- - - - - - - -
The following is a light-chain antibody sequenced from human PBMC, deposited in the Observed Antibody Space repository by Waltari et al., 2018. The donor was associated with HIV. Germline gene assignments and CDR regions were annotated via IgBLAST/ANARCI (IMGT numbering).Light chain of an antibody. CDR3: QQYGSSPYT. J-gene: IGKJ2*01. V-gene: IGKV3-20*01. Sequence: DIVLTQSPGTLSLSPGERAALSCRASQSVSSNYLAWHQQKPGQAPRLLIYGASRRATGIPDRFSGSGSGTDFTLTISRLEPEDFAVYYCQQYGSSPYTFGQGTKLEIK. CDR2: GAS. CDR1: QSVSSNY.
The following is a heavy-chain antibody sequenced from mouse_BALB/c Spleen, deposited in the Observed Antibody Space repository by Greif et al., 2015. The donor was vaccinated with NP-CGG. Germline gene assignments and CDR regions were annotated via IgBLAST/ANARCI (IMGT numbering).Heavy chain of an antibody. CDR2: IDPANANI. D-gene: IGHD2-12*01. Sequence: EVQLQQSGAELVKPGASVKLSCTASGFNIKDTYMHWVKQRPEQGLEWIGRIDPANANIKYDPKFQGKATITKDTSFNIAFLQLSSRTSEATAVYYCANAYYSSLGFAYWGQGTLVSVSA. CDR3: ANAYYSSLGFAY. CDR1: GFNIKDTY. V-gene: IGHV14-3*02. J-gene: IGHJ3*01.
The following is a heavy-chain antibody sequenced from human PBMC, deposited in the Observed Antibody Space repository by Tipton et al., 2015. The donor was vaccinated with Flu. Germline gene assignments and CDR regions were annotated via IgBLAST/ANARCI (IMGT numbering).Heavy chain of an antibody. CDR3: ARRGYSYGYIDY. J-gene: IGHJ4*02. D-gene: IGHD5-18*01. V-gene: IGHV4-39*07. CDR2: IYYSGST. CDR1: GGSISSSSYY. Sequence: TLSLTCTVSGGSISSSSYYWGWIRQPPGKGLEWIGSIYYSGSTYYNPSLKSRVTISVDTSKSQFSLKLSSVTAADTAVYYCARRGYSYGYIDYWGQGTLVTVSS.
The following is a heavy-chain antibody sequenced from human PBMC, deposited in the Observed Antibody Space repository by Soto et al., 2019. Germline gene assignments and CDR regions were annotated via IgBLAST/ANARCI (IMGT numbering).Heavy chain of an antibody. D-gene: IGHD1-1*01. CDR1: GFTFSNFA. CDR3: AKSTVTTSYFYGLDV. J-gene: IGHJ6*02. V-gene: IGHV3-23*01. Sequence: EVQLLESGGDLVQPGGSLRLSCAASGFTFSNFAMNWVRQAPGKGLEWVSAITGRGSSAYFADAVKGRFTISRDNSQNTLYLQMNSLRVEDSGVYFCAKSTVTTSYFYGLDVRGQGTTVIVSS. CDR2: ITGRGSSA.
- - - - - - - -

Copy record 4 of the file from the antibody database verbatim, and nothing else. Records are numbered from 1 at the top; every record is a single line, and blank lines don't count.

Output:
The following is a heavy-chain antibody sequenced from human PBMC, deposited in the Observed Antibody Space repository by Soto et al., 2019. Germline gene assignments and CDR regions were annotated via IgBLAST/ANARCI (IMGT numbering).Heavy chain of an antibody. D-gene: IGHD1-1*01. CDR1: GFTFSNFA. CDR3: AKSTVTTSYFYGLDV. J-gene: IGHJ6*02. V-gene: IGHV3-23*01. Sequence: EVQLLESGGDLVQPGGSLRLSCAASGFTFSNFAMNWVRQAPGKGLEWVSAITGRGSSAYFADAVKGRFTISRDNSQNTLYLQMNSLRVEDSGVYFCAKSTVTTSYFYGLDVRGQGTTVIVSS. CDR2: ITGRGSSA.